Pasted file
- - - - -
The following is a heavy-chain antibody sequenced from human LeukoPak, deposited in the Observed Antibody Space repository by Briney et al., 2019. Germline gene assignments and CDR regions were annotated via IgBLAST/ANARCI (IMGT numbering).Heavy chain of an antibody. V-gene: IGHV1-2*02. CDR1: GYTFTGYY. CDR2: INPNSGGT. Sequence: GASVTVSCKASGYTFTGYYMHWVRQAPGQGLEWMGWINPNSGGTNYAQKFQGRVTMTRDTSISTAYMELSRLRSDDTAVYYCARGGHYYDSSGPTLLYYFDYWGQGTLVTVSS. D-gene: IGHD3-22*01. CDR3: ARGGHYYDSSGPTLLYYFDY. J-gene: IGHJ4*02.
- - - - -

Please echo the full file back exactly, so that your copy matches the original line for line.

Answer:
The following is a heavy-chain antibody sequenced from human LeukoPak, deposited in the Observed Antibody Space repository by Briney et al., 2019. Germline gene assignments and CDR regions were annotated via IgBLAST/ANARCI (IMGT numbering).Heavy chain of an antibody. V-gene: IGHV1-2*02. CDR1: GYTFTGYY. CDR2: INPNSGGT. Sequence: GASVTVSCKASGYTFTGYYMHWVRQAPGQGLEWMGWINPNSGGTNYAQKFQGRVTMTRDTSISTAYMELSRLRSDDTAVYYCARGGHYYDSSGPTLLYYFDYWGQGTLVTVSS. D-gene: IGHD3-22*01. CDR3: ARGGHYYDSSGPTLLYYFDY. J-gene: IGHJ4*02.